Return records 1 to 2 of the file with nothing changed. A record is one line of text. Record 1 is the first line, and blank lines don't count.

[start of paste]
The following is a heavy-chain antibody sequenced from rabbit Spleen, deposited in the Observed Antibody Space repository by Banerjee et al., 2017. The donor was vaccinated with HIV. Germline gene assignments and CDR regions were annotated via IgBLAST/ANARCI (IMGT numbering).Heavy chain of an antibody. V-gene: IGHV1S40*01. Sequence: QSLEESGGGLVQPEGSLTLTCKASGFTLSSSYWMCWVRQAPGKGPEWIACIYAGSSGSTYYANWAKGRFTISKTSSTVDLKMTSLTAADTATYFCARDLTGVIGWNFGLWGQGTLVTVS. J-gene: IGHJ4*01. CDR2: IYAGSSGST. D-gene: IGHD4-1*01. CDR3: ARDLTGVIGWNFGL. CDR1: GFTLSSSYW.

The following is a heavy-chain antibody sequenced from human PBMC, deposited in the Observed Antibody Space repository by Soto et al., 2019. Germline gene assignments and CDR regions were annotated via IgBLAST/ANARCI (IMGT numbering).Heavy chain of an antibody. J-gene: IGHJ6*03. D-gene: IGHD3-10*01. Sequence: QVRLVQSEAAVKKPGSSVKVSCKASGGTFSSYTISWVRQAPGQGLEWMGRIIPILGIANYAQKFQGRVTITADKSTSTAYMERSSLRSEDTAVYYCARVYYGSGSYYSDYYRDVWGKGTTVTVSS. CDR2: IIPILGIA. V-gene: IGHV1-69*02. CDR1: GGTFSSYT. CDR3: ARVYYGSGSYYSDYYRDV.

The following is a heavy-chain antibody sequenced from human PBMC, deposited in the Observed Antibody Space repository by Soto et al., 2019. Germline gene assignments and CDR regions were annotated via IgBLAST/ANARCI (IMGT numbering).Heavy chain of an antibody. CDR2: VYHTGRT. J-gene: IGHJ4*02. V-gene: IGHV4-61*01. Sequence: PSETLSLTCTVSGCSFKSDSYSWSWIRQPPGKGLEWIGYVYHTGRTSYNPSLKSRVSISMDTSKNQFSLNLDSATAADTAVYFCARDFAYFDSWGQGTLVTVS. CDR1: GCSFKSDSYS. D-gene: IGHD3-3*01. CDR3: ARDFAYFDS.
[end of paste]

The following is a heavy-chain antibody sequenced from rabbit Spleen, deposited in the Observed Antibody Space repository by Banerjee et al., 2017. The donor was vaccinated with HIV. Germline gene assignments and CDR regions were annotated via IgBLAST/ANARCI (IMGT numbering).Heavy chain of an antibody. V-gene: IGHV1S40*01. Sequence: QSLEESGGGLVQPEGSLTLTCKASGFTLSSSYWMCWVRQAPGKGPEWIACIYAGSSGSTYYANWAKGRFTISKTSSTVDLKMTSLTAADTATYFCARDLTGVIGWNFGLWGQGTLVTVS. J-gene: IGHJ4*01. CDR2: IYAGSSGST. D-gene: IGHD4-1*01. CDR3: ARDLTGVIGWNFGL. CDR1: GFTLSSSYW.

The following is a heavy-chain antibody sequenced from human PBMC, deposited in the Observed Antibody Space repository by Soto et al., 2019. Germline gene assignments and CDR regions were annotated via IgBLAST/ANARCI (IMGT numbering).Heavy chain of an antibody. J-gene: IGHJ6*03. D-gene: IGHD3-10*01. Sequence: QVRLVQSEAAVKKPGSSVKVSCKASGGTFSSYTISWVRQAPGQGLEWMGRIIPILGIANYAQKFQGRVTITADKSTSTAYMERSSLRSEDTAVYYCARVYYGSGSYYSDYYRDVWGKGTTVTVSS. CDR2: IIPILGIA. V-gene: IGHV1-69*02. CDR1: GGTFSSYT. CDR3: ARVYYGSGSYYSDYYRDV.